In which I pick up a LEGO® DC Superheroes DVD for the purpose of just getting the attached minifigure. Then I got caught up trying to workout how I could reproduce the Justice League figures as they are depicted in the film. Do I escape from that rabbit hole before it is too late? Read on!
It’s the start of August, and there has been a wide range of new LEGO® Sets just released: Depending on where in the world you are, there are new City, Friends, DC Superheroes, Unikitty and of course the long anticipated return of Harry Potter to choose from. But today, I am going to look at something completely different…
This week, the latest in direct to video LEGO® DC Superheroes Movies was released: Aquaman: Rage of Atlantis. I have not been a dedicated viewer of Direct to Video LEGO Movies, and the target demographic – kids pestering their parents for Super Hero LEGO Sets – is now absent from my house. I confess I bought this one primarily for the exclusive Jessica Cruz Green Lantern Minifigure, which is included with the DVD. But I thought I would sit down and see how the movie played out.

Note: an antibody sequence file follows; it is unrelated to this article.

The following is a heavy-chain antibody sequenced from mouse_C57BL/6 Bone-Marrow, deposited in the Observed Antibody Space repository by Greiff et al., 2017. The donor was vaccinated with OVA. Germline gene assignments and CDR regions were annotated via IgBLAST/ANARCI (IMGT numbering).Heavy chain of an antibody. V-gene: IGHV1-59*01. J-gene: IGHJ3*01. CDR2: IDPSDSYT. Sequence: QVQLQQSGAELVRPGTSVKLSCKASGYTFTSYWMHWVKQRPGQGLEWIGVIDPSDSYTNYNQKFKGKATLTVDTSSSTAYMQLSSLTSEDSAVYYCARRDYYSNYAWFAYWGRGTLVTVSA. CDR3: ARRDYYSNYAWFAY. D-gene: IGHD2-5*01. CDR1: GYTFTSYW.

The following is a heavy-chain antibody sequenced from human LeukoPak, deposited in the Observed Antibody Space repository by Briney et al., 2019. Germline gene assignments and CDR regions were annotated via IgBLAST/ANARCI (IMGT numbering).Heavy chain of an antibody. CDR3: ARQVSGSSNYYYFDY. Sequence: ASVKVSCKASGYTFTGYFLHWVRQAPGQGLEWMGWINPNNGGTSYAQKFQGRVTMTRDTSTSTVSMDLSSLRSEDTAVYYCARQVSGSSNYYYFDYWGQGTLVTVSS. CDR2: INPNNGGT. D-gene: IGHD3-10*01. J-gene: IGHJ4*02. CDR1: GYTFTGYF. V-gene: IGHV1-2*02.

I shall not dwell too much on the plot: in reality spoilers are not a major issue. This is the kind of movie that will be watched by the target audience time and again. Running at just over seventy minutes, the animation is bright, action shifts from location to location at an reasonable pace, but not so fast as to make my head spin. The music fits the mood of the action brilliantly – giving appropriate moments of dread, excitement and happiness. A musical highlight for me was the musical nod to the theme from ‘The A Team.’ However, there are no surprising plot twists, and corny jokes and cliches abound. I admit I might have had more than the occasional chuckle as I watched it. That said, I have nothing against the use of cliche: to paraphrase the late Terry Pratchett, ‘Cliches are the hammer and nails in the toolbox of communication.’ The film delivers a positive message about the power of Teamwork, and Believing in Yourself.
The Justice League in this film are represented by Aquaman, Batman, Superman, Wonder Woman, Cyborg, and the self doubting Green Lantern Jessica Cruz. Along the way, Batfamily members Barbara Gordon/ Batgirl. and Damian/Robin join in the action. Continue reading →